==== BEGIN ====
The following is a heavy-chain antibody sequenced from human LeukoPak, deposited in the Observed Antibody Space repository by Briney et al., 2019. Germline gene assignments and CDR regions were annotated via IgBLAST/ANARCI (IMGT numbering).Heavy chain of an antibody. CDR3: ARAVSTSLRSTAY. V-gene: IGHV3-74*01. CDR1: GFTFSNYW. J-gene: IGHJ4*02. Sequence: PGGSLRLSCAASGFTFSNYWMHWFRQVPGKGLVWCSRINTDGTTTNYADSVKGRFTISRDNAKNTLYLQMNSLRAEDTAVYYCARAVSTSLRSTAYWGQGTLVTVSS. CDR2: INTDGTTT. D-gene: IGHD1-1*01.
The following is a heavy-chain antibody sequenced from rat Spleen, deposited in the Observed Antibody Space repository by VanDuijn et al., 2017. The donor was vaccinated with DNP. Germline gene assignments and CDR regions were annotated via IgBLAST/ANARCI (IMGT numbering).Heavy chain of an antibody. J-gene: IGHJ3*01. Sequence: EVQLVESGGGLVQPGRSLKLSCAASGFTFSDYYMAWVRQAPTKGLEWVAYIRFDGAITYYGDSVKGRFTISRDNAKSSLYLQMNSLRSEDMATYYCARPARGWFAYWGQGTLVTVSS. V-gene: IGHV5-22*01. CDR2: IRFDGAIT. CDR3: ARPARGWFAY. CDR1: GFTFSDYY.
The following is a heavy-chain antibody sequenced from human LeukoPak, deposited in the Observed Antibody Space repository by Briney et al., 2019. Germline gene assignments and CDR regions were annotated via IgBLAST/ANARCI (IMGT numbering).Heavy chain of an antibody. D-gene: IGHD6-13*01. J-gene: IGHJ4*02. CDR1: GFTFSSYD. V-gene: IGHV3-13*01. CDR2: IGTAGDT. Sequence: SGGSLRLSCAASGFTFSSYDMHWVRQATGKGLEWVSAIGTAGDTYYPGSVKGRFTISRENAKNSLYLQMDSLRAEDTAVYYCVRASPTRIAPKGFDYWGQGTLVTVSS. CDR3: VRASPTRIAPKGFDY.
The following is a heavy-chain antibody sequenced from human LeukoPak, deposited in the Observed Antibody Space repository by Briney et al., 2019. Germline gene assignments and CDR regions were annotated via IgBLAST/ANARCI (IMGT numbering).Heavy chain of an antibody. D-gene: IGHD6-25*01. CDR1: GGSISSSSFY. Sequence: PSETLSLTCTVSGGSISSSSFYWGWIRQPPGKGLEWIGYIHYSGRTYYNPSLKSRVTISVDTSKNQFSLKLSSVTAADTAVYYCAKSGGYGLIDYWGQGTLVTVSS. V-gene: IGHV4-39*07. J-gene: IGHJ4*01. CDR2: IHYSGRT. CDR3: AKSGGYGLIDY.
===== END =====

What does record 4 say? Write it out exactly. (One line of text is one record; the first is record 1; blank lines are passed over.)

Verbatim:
The following is a heavy-chain antibody sequenced from human LeukoPak, deposited in the Observed Antibody Space repository by Briney et al., 2019. Germline gene assignments and CDR regions were annotated via IgBLAST/ANARCI (IMGT numbering).Heavy chain of an antibody. D-gene: IGHD6-25*01. CDR1: GGSISSSSFY. Sequence: PSETLSLTCTVSGGSISSSSFYWGWIRQPPGKGLEWIGYIHYSGRTYYNPSLKSRVTISVDTSKNQFSLKLSSVTAADTAVYYCAKSGGYGLIDYWGQGTLVTVSS. V-gene: IGHV4-39*07. J-gene: IGHJ4*01. CDR2: IHYSGRT. CDR3: AKSGGYGLIDY.